WASHINGTON—The Obama administration on Monday issued a new order banning most new deepwater-drilling activities until Nov. 30, setting up a fresh round of conflict with the oil industry over when it will be safe to drill again offshore.
The latest round in the clash over the ban on new drilling got under way as BP installed a new cap on its blown-out undersea well that company and government officials hope will capture all the spewing oil. BP officials have said they are also aiming to finish drilling a relief well that will allow them to permanently stanch the flow. Even after the well is sealed, BP and the Gulf Coast face a lengthy process of cleaning up the huge slick that has fouled beaches and wetlands from Texas to Florida.
The drilling moratorium could last for weeks after oil has stopped gushing into the Gulf. The Obama administration’s ban on new deepwater wells is one of the most contentious elements of its response to the nearly three-month-old oil spill.
The new ban replaces a May 27 order that was struck down by a federal court, and it drew quick condemnation from oil-industry representatives and their allies.
In moving to reinstate the drilling ban, President Barack Obama again sided with environmental groups and many voters in big coastal states such as Florida and California who support a halt to new deepwater drilling until the causes of the catastrophic BP PLC well blowout are known.
“We know that that is not without some economic consequences to the region,” White House Press Secretary Robert Gibbs said Monday. “But it’s imperative that we have a sense of what happened before we continue to do this again.”
Lawmakers from Florida and California praised the new moratorium. “Until we know what happened with the Deepwater Horizon, and we’ll know very soon, it makes sense not to put Gulf Coast residents and the economies there at further risk,” said Sen. Bill Nelson (D, Fla.).
But public officials and many residents of Gulf states directly affected by the spill say the ban threatens thousands of jobs in the offshore oil industry.
Sen. Mary Landrieu (D., La.) said Monday the administration’s new order still leaves oil and gas companies without “the certainty they need to move forward with future plans” and predicted the moratorium will “force thousands of Louisianans into the unemployment line.”
Interior Secretary Ken Salazar tailored his new order to respond to the sharp criticism by two federal courts of the earlier moratorium. A federal district court judge in June issued an order prohibiting the administration from enforcing the moratorium, calling it arbitrary and questioning the logic the Obama administration used to defend it.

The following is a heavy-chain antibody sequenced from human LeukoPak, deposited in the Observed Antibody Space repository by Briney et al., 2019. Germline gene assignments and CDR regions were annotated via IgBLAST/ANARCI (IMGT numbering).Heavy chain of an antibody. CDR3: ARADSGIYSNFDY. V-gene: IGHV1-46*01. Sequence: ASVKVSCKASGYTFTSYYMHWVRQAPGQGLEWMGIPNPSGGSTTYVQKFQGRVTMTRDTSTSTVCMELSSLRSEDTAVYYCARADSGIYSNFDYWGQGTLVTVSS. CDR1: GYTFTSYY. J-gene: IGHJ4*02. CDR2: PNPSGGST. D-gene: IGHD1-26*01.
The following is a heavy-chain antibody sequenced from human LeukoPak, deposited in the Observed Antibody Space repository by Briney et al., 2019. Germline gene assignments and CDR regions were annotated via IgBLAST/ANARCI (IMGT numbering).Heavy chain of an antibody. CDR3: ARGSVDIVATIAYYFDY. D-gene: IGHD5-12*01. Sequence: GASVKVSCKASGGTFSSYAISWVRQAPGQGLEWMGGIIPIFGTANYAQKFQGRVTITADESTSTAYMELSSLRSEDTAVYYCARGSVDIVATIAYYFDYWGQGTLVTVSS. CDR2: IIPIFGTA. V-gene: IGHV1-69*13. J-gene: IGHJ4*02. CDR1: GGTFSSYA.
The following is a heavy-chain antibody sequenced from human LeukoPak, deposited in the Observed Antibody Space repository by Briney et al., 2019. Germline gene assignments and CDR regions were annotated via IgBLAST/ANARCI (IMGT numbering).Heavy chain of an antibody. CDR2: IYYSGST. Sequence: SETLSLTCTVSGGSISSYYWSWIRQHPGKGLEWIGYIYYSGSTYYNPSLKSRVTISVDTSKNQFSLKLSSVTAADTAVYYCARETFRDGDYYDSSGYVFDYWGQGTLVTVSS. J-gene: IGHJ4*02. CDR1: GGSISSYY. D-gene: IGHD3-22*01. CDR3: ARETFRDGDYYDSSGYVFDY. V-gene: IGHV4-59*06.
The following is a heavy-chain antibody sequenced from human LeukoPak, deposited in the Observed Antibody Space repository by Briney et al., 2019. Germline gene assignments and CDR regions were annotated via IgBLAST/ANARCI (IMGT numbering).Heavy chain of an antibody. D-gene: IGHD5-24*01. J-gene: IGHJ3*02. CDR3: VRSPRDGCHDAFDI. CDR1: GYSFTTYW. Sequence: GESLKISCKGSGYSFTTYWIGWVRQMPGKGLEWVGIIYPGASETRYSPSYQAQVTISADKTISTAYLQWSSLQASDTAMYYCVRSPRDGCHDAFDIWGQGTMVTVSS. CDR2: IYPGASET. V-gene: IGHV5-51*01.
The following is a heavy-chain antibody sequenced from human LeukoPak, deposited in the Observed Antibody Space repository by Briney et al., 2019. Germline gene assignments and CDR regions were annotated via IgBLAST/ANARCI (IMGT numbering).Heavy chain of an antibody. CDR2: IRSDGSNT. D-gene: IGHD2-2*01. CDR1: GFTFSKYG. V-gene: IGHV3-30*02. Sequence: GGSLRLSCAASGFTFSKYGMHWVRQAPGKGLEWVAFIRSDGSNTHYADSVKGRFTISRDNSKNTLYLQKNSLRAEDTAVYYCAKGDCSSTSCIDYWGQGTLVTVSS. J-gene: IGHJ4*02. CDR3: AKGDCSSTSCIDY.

The Fifth Circuit Court of Appeals in New Orleans rejected the Obama Administration’s plea to reinstate the ban just 90 minutes after hearing arguments in the case earlier this month. The Justice Department said it would file to dismiss the case entirely because the original moratorium is “no longer operative.”
To address some of the problems with the earlier order, Mr. Salazar on Monday said his latest order reflects new evidence regarding safety concerns, shortcomings in industry equipment to control blowouts, and spill-response capabilities that are strained by the BP oil spill.
The new ban establishes a process through which the Interior Department will gather information that could “provide the basis for identifying conditions for resuming certain deepwater drilling activities.” It also takes a new approach. Instead of banning drilling in waters of 500 feet or more, drilling is now suspended at any wells using subsea blowout preventers or surface blowout preventers on a floating facility.
“If anything, we would suggest that the new moratorium could be more restrictive, because some floating rigs occasionally work in shallow depths,” said Kevin Book, a managing director at ClearView Energy Partners LLC, and his partners, in a report.
Oil industry representatives said the new ban would cost jobs, and reiterated arguments used to attack the original moratorium in court.
“The new moratorium threatens enormous harm to the nation and to the Gulf region,” said Jack Gerard, the president of the American Petroleum Institute, which represents oil and gas companies, in a statement. “It places the jobs of tens of thousands of workers in serious and immediate jeopardy and promises a substantial reduction in domestic energy production.”
About 33 deepwater rigs are directly affected by the moratorium. Mr. Salazar said in his statement that shallow-water oil and gas exploration “can continue to move forward” if operators comply with new safety and environmental requirements.
But a group representing shallow-water drillers said Monday uncertainty about Interior Department drilling policy has frozen activity in their industry, affecting hundreds of rigs.
“Despite assurances from the White House and the Interior Department, about one-third of the shallow water fleet has been idled by the application of what can only be called a de facto moratorium,” said Jim Noe, Senior Vice President and General Counsel of Hercules Offshore, a large shallow-water driller.
Mr. Salazar’s announcement came minutes after a presidential commission investigating the causes of the Gulf oil spill heard testimony in New Orleans from Larry Dickerson, president and CEO of Diamond Offshore Drilling Inc. He said the moratorium has already prompted his company to send two deepwater rigs to foreign waters, and warned that “there won’t be much of a U.S. industry left” if the moratorium lasts six months.